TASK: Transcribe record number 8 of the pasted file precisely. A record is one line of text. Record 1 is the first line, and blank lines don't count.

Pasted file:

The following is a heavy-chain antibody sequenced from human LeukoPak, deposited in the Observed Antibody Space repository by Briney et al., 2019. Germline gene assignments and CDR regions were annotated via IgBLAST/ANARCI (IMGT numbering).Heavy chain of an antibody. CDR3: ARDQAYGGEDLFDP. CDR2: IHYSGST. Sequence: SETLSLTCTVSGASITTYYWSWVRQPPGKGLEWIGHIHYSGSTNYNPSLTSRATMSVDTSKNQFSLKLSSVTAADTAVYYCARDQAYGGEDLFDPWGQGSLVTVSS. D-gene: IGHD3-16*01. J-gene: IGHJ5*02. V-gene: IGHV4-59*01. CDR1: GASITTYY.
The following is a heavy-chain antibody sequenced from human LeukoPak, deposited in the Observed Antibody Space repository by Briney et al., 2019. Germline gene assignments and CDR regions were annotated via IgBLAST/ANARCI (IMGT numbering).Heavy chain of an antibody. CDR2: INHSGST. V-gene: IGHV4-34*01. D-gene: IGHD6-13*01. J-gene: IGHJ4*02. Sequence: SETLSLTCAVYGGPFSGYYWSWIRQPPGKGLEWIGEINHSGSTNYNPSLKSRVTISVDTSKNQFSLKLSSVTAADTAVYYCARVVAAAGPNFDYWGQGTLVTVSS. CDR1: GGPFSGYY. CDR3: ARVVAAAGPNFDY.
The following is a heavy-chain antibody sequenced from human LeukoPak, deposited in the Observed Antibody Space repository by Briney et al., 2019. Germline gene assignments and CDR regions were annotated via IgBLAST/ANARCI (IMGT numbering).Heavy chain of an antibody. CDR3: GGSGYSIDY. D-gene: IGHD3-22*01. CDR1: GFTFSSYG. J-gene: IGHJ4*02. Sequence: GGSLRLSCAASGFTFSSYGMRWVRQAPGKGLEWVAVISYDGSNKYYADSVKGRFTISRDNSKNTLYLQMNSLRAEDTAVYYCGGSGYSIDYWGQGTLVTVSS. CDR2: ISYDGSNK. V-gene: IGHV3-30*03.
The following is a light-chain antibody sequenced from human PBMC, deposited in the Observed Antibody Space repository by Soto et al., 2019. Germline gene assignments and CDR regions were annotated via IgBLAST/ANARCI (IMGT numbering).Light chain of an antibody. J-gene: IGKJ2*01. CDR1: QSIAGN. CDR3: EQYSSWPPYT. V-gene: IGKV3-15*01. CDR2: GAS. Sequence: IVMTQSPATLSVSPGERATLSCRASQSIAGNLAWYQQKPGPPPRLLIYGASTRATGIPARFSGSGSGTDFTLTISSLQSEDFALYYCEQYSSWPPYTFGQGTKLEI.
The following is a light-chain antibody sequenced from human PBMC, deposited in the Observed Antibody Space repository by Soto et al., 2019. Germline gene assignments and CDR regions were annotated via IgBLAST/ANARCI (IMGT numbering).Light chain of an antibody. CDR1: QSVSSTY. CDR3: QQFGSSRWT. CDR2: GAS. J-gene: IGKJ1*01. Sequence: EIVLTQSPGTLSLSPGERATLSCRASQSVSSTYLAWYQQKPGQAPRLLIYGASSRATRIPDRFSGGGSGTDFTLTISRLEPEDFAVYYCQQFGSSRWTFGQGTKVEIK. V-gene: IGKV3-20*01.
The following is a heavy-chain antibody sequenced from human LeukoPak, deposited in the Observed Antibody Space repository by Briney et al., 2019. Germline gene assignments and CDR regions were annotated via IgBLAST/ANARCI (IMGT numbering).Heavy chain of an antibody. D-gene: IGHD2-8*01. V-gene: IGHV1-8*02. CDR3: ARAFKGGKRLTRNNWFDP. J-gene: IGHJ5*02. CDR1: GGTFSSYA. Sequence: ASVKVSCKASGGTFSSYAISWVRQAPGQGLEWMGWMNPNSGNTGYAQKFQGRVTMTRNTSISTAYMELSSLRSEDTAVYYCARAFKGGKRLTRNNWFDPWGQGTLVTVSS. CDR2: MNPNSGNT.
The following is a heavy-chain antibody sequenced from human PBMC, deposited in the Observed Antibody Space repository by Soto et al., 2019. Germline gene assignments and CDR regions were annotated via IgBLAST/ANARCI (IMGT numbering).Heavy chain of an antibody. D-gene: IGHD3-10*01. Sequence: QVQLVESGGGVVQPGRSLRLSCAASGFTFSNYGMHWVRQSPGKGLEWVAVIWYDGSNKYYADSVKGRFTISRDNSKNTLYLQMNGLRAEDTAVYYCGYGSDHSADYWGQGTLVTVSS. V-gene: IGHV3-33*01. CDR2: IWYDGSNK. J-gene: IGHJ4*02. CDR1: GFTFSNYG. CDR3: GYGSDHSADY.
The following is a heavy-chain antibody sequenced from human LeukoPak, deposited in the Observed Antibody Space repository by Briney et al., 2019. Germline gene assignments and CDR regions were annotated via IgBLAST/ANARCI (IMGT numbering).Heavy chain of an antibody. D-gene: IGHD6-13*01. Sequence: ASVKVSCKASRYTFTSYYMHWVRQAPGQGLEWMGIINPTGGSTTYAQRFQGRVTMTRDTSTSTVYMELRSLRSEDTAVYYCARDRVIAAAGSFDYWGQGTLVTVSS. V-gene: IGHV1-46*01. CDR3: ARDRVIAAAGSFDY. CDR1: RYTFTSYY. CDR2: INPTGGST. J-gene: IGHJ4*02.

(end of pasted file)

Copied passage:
The following is a heavy-chain antibody sequenced from human LeukoPak, deposited in the Observed Antibody Space repository by Briney et al., 2019. Germline gene assignments and CDR regions were annotated via IgBLAST/ANARCI (IMGT numbering).Heavy chain of an antibody. D-gene: IGHD6-13*01. Sequence: ASVKVSCKASRYTFTSYYMHWVRQAPGQGLEWMGIINPTGGSTTYAQRFQGRVTMTRDTSTSTVYMELRSLRSEDTAVYYCARDRVIAAAGSFDYWGQGTLVTVSS. V-gene: IGHV1-46*01. CDR3: ARDRVIAAAGSFDY. CDR1: RYTFTSYY. CDR2: INPTGGST. J-gene: IGHJ4*02.